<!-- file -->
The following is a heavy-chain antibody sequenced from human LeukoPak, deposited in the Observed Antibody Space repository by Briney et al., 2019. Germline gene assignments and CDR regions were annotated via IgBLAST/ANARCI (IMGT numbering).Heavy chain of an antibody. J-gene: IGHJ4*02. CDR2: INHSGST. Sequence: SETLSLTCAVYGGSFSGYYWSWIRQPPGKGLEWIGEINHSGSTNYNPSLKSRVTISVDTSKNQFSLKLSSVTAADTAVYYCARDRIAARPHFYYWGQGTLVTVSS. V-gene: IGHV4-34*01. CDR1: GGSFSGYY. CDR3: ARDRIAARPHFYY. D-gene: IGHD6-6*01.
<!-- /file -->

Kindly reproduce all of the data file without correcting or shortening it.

The following is a heavy-chain antibody sequenced from human LeukoPak, deposited in the Observed Antibody Space repository by Briney et al., 2019. Germline gene assignments and CDR regions were annotated via IgBLAST/ANARCI (IMGT numbering).Heavy chain of an antibody. J-gene: IGHJ4*02. CDR2: INHSGST. Sequence: SETLSLTCAVYGGSFSGYYWSWIRQPPGKGLEWIGEINHSGSTNYNPSLKSRVTISVDTSKNQFSLKLSSVTAADTAVYYCARDRIAARPHFYYWGQGTLVTVSS. V-gene: IGHV4-34*01. CDR1: GGSFSGYY. CDR3: ARDRIAARPHFYY. D-gene: IGHD6-6*01.